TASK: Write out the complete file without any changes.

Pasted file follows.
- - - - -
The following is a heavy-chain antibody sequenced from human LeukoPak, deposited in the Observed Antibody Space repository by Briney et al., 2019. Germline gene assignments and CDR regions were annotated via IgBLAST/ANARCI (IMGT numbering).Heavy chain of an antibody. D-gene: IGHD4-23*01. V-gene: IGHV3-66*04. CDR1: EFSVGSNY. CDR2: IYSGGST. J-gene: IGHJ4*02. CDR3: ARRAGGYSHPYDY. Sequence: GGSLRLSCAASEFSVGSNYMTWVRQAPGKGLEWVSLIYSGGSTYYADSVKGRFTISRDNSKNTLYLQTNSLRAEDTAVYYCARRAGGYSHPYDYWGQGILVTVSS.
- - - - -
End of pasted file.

The following is a heavy-chain antibody sequenced from human LeukoPak, deposited in the Observed Antibody Space repository by Briney et al., 2019. Germline gene assignments and CDR regions were annotated via IgBLAST/ANARCI (IMGT numbering).Heavy chain of an antibody. D-gene: IGHD4-23*01. V-gene: IGHV3-66*04. CDR1: EFSVGSNY. CDR2: IYSGGST. J-gene: IGHJ4*02. CDR3: ARRAGGYSHPYDY. Sequence: GGSLRLSCAASEFSVGSNYMTWVRQAPGKGLEWVSLIYSGGSTYYADSVKGRFTISRDNSKNTLYLQTNSLRAEDTAVYYCARRAGGYSHPYDYWGQGILVTVSS.